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Frank Pignanelli & LaVarr Webb: The best and worst from Utah's election season

Published: Sunday, Nov. 7 2010 12:00 a.m. MDT

Pignanelli & Webb: The ramifications of last week's historic elections will be analyzed extensively in days to come. In Utah, both parties fought hard up and down the ballot, with Republicans increasing their already-dominant control of Utah politics. Before Tuesday's results become a distant memory, we provide some "Best and Worst" 2010 election observations:

Best yard sign in 2010: Every Utahn in the Second Congressional District who drove, walked and crawled outside their home was confronted with the simple, black-and-white sign: "Matheson = Pelosi". Even in intersections cluttered by signs touting numerous candidates, these placards stood out. Most Utahns have a visceral negative reaction to the soon-to-be former speaker, and reminding them that Matheson had some indirect link to her was effective. This constant and consistent message caused erosion in the support of Republican men for Democrat Jim Matheson. What Utahns may not know is that the signs were printed by the Tea Party group "FreedomWorks" and were distributed by the Glen Beck 9/12 activists. Similar signs were used in a number of other states. Yard sign runner-up: The cute dinosaur-shaped yard signs colored by children and families, supporting the Museum of Natural History's bond election.

Worst use of resources: Most, if not all, the boneheaded mistakes made by campaigns during this election season were fostered by an overpaid out-of-state consultant. Every two years, many Republicans and Democrats seeking election to the major offices pay huge sums of money for advice from "experts" who are clueless about Utahns. Utah candidates possessing common sense in other endeavors fall in love with some political hack who won a race on the west or east coast, and convinces Utah candidates that similar tactics can be deployed in Utah.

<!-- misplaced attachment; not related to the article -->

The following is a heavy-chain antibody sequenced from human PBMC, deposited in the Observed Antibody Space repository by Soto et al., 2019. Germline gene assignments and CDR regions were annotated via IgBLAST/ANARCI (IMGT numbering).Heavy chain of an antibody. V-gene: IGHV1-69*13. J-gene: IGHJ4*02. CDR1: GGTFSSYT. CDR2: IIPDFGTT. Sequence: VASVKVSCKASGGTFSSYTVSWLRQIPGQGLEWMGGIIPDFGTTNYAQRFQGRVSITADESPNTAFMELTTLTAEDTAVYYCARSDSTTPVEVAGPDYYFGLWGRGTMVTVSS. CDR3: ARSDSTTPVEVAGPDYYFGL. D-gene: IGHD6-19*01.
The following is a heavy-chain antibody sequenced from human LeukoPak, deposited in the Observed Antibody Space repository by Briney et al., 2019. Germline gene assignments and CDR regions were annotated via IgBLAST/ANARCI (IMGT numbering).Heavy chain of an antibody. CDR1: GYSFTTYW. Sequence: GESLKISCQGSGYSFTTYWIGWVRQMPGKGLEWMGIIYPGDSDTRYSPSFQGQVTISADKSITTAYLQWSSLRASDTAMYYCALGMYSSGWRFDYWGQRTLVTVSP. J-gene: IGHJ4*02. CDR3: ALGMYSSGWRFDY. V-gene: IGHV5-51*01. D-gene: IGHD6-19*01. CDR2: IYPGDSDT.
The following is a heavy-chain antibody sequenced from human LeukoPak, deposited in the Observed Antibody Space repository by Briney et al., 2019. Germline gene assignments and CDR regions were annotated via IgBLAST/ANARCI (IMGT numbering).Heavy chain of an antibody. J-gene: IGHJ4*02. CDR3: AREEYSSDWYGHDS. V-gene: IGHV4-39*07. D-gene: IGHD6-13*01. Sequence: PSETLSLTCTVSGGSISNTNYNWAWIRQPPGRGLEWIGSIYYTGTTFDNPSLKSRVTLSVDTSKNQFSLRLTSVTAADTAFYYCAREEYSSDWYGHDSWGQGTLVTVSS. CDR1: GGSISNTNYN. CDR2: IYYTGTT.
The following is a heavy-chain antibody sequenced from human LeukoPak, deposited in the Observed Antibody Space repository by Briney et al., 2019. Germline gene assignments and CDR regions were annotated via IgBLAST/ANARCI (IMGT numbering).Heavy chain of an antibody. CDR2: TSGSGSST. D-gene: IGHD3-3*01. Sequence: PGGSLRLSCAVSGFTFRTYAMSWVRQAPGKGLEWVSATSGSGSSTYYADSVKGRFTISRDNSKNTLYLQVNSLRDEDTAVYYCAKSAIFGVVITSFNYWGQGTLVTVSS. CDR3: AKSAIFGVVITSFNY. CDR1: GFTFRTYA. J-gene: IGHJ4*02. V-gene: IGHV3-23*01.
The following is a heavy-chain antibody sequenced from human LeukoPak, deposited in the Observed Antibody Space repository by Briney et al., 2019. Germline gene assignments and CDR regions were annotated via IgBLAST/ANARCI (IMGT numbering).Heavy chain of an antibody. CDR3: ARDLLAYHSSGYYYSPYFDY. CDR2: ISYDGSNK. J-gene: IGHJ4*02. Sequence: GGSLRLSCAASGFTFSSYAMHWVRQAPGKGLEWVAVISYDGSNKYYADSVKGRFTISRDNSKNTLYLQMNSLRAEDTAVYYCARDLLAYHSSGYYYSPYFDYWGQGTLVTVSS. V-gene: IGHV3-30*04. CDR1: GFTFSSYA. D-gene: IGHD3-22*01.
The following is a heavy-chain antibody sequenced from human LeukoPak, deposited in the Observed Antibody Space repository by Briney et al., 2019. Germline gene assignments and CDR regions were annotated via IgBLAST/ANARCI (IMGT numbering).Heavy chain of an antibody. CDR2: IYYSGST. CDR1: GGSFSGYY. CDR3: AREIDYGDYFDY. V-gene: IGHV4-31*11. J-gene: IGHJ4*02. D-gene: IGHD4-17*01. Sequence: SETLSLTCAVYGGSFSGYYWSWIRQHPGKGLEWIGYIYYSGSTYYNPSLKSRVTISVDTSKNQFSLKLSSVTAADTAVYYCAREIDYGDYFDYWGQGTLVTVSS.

Best TV commercials: Utahns watching a late-night infomercial or cable TV may have caught Morgan Philpot's campaign commercials (limited resources prevented him from placing the ad in expensive TV timeslots). The ads featured a clever high-tech, fast-paced look and feel of an iPad delivering Philpot's messages. Runners-up: Matheson's rolling up the sleeves confirmation of his maverick independence; Gov. Gary Herbert's focus on businesses and jobs coming to Utah under his leadership.

Worst use of a Chicago political machine analogy: During a Doug Wright KSL radio interview, Democratic gubernatorial candidate Peter Corroon compared Herbert to former Illinois governor and convicted felon Rod Blagojevich. Even wavering independents and moderate Republicans worried about Herbert's alleged coziness with contributors were offended by this insult and rallied to Utah's chief executive. Further, this attack right from Corroon's own mouth destroyed his image as a nice guy.

Best performance as a martyred victim: Herbert ran as a well-funded popular Republican, in a Republican state, during a Republican tidal wave. In other words, he had everything going for him. But Corroon clearly got under Herbert's skin when he launched negative attacks to try to make up a 25-point deficit. Herbert complained bitterly about the unfairness of it all. Normally, Utahns like their candidates to have a thicker skin, but this year their sympathies were with Herbert. To the credit of Hebert campaign strategists, they never responded in kind to Corroon (although they had attack ads ready to go if needed). They watched the survey research carefully and never felt a need to respond.

Worst repeated use of a tired old argument: Despite overwhelming evidence to the contrary, Democrats continue to believe that Utahns care about the imbalance of power in state government. They do not. (Repeat: They do not). The election-year complaint about one-party domination has been a loser for decades. Democrats need to junk it and craft more persuasive appeals.

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